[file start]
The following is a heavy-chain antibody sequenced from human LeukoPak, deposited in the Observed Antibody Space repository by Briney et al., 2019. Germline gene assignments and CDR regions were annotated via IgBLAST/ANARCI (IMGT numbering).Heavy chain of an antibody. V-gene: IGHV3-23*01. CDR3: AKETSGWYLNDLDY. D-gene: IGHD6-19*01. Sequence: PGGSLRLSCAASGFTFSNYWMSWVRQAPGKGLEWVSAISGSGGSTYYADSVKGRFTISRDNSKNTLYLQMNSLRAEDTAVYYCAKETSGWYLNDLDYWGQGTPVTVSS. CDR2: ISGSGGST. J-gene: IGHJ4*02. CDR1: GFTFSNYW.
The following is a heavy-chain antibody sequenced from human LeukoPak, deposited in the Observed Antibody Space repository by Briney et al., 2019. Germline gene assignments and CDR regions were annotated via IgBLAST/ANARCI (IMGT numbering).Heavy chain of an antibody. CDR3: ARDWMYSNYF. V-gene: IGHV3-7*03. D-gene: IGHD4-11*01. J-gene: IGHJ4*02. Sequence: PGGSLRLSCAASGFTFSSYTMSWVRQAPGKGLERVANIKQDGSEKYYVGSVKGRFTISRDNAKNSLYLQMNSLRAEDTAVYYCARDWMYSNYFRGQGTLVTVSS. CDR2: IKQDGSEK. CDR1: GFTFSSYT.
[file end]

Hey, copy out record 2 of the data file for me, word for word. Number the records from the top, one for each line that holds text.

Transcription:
The following is a heavy-chain antibody sequenced from human LeukoPak, deposited in the Observed Antibody Space repository by Briney et al., 2019. Germline gene assignments and CDR regions were annotated via IgBLAST/ANARCI (IMGT numbering).Heavy chain of an antibody. CDR3: ARDWMYSNYF. V-gene: IGHV3-7*03. D-gene: IGHD4-11*01. J-gene: IGHJ4*02. Sequence: PGGSLRLSCAASGFTFSSYTMSWVRQAPGKGLERVANIKQDGSEKYYVGSVKGRFTISRDNAKNSLYLQMNSLRAEDTAVYYCARDWMYSNYFRGQGTLVTVSS. CDR2: IKQDGSEK. CDR1: GFTFSSYT.